Here, in order of their
appearance, are the compositions on the new self-titled
Music Ensemble CD (Roaratorio, 2001):
Stance Dance (Courage)
Echoes Wind Transpire
Scan that list a few times,
take away the capital letters (or, actually, leave themeither
way) and it could start to seem like a dense, portent,
utterly puzzling poem. A collision of words, but a deliberate,
attentive one. That fact suits the music wellbetter,
even, than the titles themselves. Like free verse, free
jazz unlocks the presumed cage of conventional structure,
and searches elsewhere for meaning. Or, if meaning is
also a cage, it searches for lyrical truth. The Music
Ensembles titles, and its music, may at first seem
thrown together, but so do many of the most interesting
works of late twentieth century abstract art.
These pieces were recorded
in the mid 1970s, a period fervently but correctly
labeled "important" by armchair jazz historians, and unmistakably
fertile for New Yorks jazz lofts. To accommodate
increasing experiments with alternate modes of creative
expression, players had also to find alternate venues
in which to perform. Commercial clubs wouldnt cut
it, so free jazzers set up shop in the upper floors of
warehouses, factories and other spaces large enough to
contain them, their often expansive equipment, and a small
but supportive audience. (By this time, remember, even
Western pop audiences had been at least partially acclimated
to such foreign-born creative spurs as ragas and transcendental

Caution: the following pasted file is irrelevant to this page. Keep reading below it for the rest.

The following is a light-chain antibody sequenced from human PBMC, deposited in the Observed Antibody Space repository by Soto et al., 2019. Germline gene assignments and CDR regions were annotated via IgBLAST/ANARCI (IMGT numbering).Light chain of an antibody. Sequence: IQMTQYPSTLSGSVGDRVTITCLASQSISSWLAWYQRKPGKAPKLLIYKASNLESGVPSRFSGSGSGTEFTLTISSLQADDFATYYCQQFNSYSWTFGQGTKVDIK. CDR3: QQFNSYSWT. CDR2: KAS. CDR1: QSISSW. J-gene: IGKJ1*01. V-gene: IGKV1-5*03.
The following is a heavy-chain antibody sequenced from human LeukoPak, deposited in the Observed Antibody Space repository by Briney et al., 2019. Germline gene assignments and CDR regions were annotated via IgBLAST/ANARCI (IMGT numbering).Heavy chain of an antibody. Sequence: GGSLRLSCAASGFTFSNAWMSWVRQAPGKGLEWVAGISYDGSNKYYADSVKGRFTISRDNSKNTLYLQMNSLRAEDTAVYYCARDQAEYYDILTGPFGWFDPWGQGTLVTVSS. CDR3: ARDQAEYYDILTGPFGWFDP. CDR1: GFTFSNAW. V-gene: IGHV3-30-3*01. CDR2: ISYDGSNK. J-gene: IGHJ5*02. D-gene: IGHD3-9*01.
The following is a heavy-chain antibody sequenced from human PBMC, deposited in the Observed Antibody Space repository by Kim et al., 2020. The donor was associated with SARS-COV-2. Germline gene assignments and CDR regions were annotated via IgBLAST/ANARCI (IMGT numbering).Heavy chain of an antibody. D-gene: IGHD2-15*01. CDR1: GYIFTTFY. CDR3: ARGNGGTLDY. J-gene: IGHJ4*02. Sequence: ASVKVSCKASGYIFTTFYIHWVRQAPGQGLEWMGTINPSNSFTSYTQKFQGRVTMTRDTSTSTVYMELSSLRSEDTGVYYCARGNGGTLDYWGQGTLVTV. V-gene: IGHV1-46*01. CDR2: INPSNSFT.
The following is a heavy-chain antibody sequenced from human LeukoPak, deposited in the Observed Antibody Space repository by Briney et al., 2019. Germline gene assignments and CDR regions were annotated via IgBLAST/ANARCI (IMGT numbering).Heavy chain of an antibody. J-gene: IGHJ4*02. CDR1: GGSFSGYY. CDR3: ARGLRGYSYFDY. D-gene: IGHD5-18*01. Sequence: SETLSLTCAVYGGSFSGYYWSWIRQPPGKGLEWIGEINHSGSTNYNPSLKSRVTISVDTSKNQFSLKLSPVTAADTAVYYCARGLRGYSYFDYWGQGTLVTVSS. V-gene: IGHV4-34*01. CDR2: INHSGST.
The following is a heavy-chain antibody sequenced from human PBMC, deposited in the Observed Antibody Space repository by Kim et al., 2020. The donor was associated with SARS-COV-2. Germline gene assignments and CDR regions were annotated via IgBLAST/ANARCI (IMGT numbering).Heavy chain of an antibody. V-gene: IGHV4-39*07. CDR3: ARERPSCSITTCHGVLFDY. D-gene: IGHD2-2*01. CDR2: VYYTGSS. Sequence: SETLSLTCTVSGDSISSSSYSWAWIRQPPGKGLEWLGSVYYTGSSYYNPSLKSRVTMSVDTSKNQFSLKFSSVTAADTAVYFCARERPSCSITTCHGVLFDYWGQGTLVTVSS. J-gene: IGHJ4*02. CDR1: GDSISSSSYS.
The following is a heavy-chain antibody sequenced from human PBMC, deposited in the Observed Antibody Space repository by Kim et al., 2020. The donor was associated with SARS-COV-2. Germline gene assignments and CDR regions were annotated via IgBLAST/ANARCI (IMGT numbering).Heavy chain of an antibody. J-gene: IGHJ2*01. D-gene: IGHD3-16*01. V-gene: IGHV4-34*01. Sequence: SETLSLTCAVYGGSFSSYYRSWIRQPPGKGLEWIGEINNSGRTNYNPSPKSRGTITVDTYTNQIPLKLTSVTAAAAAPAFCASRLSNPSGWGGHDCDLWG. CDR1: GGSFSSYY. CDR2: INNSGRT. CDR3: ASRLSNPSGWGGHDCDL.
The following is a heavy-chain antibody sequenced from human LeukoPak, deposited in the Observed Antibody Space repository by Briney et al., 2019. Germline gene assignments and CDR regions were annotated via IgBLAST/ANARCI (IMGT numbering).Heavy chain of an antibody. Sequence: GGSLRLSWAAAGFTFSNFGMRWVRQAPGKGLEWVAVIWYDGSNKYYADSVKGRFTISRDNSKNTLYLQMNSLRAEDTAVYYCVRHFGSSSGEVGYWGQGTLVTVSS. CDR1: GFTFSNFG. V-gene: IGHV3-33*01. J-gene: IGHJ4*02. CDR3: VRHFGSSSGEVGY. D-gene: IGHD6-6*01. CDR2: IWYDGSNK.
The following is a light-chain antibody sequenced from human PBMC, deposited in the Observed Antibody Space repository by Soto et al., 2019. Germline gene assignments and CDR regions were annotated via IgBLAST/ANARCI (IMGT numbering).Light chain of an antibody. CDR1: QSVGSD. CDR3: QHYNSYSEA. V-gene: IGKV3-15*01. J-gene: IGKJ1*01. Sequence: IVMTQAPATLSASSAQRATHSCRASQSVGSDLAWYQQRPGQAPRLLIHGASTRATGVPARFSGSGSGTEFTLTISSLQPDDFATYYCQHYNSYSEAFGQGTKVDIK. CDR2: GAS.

meditation, both of which could be said to inform the
music on this CD.) Among the loft scene darlings, rightly,
were Roger Baird, Billy Bang, Malik Baraka, Daniel Carter,
William Parker and Herb Kahn, known collectively as the
Music Ensemble. Briefly, before financial pressures dissolved
this notably noncommercial group, it held fast to jazzs
exploratory mandate, publicly performing the kind of pure
experiments that musicians sometimes need and listeners
Not always, of course.
Free jazz and free verse have another thing in common:
both are polarizing. Both can be taken or left. Thats
okay; the freedom is what matters, and its guaranteed
by the very amendable jazz constitution, which holds to
be self-evident the truth that improvisation is a divine
right. Even the most disciplined players learn that with
the right touch, theres no such thing as a wrong
note. The music here turns that idea inside outtheres
no such thing as a right note. Descriptions, therefore,
are, if not useless, only partially helpful.
Sound too wishy washy?
Well, whether you buy into free jazz or not, these six
men certainly do. They dont play limply. They manage
to demand attention without stepping over themselves or
each other, to be assertive and also polite. Such attributes
make it a lot easier for skeptics to take them seriously.
As does the fact that if even one player had tried to
shoehorn his part into, say, a Dixieland or hard bop framework,
it would have been a disaster.
"Stance Dance (Courage)"